For Dania, accessibility for the disabled and lower socio-economic classes are the next big barriers to inclusion we must tear down. As a copywriter and UX writer, she wants to create interfaces that are easy to use even for those with disabilities like dyslexia or dyscalculia. And she is always pushing to use inclusive language that originates in BIPOC and LGBTQ+ communities.
Dania advises young Black talent to network, stay current and to trust their own skills. And, she emphasizes, “Take care of your mental health. Let yourself be discouraged. Let yourself feel angry. You don’t have to be ‘strong’ just because you’re Black, especially if you’re a Black woman. It is absolutely okay to step away when you need a break. White people aren’t the only ones who are allowed to be burned out or frustrated.”
For work, Dania shares a video of the first website she ever made as a professional—she redid the homepage, landing pages, and blog. Though the design evolved after she moved on, it’s still largely her original code and designs. “I’m so glad I created something robust enough that it’s still in use,” she says.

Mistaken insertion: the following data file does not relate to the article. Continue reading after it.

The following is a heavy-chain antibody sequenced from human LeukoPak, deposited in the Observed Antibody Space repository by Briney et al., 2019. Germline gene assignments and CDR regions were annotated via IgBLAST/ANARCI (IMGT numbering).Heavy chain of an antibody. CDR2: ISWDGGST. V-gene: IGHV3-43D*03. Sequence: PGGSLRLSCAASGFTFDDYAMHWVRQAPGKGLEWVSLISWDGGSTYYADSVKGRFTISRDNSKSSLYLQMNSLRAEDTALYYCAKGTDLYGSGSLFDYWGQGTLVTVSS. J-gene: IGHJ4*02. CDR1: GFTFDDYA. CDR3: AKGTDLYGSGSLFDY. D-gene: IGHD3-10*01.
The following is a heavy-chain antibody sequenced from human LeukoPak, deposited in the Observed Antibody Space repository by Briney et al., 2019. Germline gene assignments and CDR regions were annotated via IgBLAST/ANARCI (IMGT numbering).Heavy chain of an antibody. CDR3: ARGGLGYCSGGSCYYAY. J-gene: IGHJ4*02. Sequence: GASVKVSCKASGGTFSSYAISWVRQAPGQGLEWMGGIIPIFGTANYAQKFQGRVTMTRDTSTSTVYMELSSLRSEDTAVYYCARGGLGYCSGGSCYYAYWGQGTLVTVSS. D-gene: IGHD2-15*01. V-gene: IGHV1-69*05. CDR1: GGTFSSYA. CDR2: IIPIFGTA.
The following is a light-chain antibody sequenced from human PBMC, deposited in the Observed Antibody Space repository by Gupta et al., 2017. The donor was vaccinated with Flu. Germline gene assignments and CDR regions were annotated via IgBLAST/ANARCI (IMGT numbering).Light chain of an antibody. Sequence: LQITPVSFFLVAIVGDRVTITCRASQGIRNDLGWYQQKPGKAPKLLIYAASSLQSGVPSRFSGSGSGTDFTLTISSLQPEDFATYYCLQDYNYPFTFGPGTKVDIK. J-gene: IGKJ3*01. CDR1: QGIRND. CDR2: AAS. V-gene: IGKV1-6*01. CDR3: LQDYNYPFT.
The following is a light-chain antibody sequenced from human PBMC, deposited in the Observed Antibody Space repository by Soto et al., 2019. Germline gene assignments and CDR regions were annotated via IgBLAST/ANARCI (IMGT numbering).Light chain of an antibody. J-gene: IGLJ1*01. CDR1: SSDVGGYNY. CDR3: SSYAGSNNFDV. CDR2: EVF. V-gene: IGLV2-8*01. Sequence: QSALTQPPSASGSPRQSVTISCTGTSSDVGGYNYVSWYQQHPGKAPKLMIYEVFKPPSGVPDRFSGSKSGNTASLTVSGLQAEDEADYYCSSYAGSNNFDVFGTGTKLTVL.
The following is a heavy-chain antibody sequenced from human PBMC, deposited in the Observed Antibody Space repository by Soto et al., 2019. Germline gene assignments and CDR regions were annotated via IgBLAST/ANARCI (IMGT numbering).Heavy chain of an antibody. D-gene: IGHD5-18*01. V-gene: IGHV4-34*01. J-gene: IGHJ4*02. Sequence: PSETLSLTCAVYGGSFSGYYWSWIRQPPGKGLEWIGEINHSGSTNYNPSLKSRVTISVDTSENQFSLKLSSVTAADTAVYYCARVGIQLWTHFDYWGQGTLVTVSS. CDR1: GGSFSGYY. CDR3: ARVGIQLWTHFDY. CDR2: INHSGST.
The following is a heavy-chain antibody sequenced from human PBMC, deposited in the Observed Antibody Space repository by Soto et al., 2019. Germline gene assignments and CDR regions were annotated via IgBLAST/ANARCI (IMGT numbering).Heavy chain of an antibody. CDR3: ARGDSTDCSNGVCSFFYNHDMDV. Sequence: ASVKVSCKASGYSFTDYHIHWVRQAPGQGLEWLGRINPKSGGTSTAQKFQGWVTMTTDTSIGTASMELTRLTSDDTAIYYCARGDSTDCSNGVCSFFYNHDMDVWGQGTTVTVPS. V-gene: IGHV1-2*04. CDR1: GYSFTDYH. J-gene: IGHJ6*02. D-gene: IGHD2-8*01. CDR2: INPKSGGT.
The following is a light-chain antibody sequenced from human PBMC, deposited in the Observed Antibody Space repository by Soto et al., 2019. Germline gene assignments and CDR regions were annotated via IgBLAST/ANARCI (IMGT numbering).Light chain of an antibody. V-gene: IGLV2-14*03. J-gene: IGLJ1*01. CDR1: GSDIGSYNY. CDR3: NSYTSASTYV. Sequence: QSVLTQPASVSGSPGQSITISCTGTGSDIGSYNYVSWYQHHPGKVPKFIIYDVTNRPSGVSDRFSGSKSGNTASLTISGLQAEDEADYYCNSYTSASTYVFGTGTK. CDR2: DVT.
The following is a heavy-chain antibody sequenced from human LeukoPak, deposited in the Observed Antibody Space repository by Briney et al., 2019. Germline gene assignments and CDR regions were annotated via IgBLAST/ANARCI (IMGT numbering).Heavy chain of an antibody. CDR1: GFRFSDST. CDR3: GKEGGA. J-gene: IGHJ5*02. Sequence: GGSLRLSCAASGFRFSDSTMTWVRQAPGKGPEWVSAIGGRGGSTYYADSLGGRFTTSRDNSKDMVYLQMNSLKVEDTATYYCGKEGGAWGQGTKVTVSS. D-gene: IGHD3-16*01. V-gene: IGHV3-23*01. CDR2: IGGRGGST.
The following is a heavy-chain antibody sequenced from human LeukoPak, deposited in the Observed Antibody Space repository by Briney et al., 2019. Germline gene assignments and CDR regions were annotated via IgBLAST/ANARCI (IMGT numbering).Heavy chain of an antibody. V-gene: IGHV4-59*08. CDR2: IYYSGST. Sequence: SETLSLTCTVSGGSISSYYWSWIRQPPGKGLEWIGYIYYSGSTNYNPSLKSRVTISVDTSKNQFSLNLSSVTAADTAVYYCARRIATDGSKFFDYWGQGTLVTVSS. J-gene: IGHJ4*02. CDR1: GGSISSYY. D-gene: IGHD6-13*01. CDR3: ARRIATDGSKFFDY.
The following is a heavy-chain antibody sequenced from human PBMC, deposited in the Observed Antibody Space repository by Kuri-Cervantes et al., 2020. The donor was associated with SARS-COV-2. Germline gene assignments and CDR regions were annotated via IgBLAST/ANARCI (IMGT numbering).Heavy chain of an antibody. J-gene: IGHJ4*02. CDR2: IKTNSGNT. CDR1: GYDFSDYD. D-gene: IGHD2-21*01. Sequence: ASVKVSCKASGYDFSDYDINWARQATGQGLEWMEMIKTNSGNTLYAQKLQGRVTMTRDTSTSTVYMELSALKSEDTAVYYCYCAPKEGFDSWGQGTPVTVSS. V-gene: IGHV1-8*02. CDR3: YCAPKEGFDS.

Thank you Melanie Piard for nominating Dania for this series.
Derick Badze is a visual communicator, creative director and co-founder of edgeBD Inc., a GTA-based branding and design studio.
He began his career in 2002, as a junior designer at a design/print company. After earning his stripes over eight years, Derick quit, reinvented himself as a freelance designer, and then went on to incorporate his first business in South Africa in 2012, before immigrating to Canada in late 2019. He is now establishing his business and networks here.
Derick was always interested in art, craft and design. “I consider myself a visual learner,” Derick says. “Creating visuals for communication was my destiny.” While he doesn’t have a BIPOC mentor, he sees Nathan Reddy (CCO and founder of GridWorldwide.com) as an industry role model.